A global search for dominance of a legendary, 55-ton instrument came down to an agonizing hour for five contestants and a couple hundred spectators at Longwood Gardens on Saturday, June 18.
At stake was a literal, 10,010-pipe dream: the $40,000 Pierre S. du Pont Prize in the Longwood Gardens International Organ Competition, a first-place award that includes a contract with Phillip Truckenbrod Concert Artists as well as a performance date at Longwood Gardens.
“My heart is pounding pretty fast,” said Paul B. Redman, Longwood Gardens’ executive director. Redman echoed the sentiments of many in the sold-out audience as a panel of judges weighed the outcome, following 45-minute concerts from each of the five finalists.
In the end, Joshua Stafford, a 27-year-old with degrees from the Curtis Institute of Music and Yale School of Music, took top honors. Stafford is the director of music at St. Peter’s Episcopal Church in Morristown, N.J., where he conducts multiple choirs.
The Firmin Swinnen Second Prize of $15,000 went to Alcee Chriss III, 23, an Ohio resident and alumnus of the Oberlin Conservatory of Music. Colin MacKnight, 22, who is in his final year of the accelerated bachelor’s and master’s degree program at The Juilliard School, earned the Clarence Snyder Third Prize of $5,000.
A new Audience Choice Prize of $1,000 represented an extra bonus for those fortunate enough to snag tickets to the finals, which sold out three months ago. It went to Greg Zelek, 24, a Juilliard graduate who serves as music director and organist at the Episcopal Church of St. Matthew and St. Timothy in New York City.
Redman explained that the competition grew out of a desire to connect the organ, one of du Pont’s passions, to contemporary audiences, ensuring its longevity. The first contest was held three years ago, and work will soon begin on the third in 2019.
“I think it goes without saying that we have the 10 best emerging organists in the world here in our ballroom,” Redman told the audience, applauding the contestants as well as the many individuals who made the event possible.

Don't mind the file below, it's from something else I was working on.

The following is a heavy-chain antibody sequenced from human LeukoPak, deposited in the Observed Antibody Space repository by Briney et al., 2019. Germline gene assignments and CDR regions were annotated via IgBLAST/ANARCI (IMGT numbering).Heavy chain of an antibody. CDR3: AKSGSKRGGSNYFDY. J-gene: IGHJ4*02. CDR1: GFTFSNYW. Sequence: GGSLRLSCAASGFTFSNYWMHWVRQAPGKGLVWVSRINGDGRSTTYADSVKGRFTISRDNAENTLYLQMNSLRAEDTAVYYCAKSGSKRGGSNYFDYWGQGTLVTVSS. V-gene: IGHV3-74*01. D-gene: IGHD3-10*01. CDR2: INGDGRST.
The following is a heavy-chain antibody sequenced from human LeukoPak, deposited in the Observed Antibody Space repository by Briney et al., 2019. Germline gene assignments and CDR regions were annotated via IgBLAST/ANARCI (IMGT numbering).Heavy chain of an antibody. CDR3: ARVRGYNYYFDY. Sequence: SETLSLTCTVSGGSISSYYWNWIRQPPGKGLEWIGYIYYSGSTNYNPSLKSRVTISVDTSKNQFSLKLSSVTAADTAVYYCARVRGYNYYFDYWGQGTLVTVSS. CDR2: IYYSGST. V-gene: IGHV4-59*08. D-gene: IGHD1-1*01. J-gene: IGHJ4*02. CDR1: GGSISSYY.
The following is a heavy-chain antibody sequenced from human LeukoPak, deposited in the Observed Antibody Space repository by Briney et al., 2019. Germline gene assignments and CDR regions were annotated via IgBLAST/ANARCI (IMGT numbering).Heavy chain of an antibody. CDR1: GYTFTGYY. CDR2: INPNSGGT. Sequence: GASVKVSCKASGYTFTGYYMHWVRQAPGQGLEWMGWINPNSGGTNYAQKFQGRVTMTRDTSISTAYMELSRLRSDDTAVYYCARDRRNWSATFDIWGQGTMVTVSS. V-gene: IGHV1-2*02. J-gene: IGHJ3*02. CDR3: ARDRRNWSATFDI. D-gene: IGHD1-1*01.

Chief among them was Cynthia du Pont Tobias, a niece of Longwood’s founder who headed the Competition Artistic Planning Committee. She pointed out that many people worked behind the scenes for several years to bring the competition to fruition.
Du Pont built Longwood’s elegant ballroom, where the competition took place, in 1929 to house his custom, world-renowned, 10,010-pipe Aeolian organ. At the time he was overseeing the construction, he was also in charge of both General Motors and the Du Pont Company.
“Tonight is another exclamation point in Pierre’s legacy,” said Nathan Hayward III, past president and trustee emeritus of Longwood’s board.
Hayward noted that while many landowners of du Pont’s stature built fences and walls around their estates to keep people out, du Pont wanted his wealth to be shared. “That was his joy,” said Hayward.
Du Pont would have likely been overjoyed to hear the caliber of Saturday night’s contestants. The process began with a group of six distinguished audition jury judges, who sorted through blind submission tapes from hopefuls aged 18 to 30 representing 10 different countries. The qualification round ended with the selection of 10 rising stars who began competing for the top prize on Tuesday, June 14.
A different set of judges, including Peter Richard Conte, Longwood’s principal organist, and Dong-ill shin, an internationally acclaimed organist from South Korea, presided over two days of preliminary rounds. Following 30-minute concerts by each contestant, the judges chose five finalists, who faced off on Saturday, setting up the nail-biting hour-long wait for their decision.
Redman acknowledged that the competition inspired him to make a wardrobe change. “They wear really fun socks,” he said of the contestants, later revealing his own pair that sported concentric circles of vivid blue and turquoise.
One reason for the organists’ fancy footwear involves the attention their feet get during the deft pedaling that many organ compositions require. In the case of Saturday night’s event, which was live-streamed, cameras captured much of that action, revealing brightly-colored stripes and argyles, the perfect complement to knock-your-socks-off performances.
Redman said one of Longwood’s goals is to expand the audience for quality organ music. He said that he was pleased that several hundred people viewed the event from afar – video that remains on Longwood’s website for anyone who wants to recreate the excitement. To view the drama, click here .
He was also thrilled to learn that many people in the audience had come from out of state, some traveling from as far away as Michigan and North Carolina.
One of those visitors was Martha McCoy. She said she and her husband, who live in Louisville, Ky., timed a trip to the area to visit friends in Wilmington so that they could attend the finals.
“It lived up to its billing – and more,” McCoy said, adding that they’d love to repeat the experience in three years. “As long as we have a place to stay,” she added jokingly, raising her voice enough that her hostess could hear her.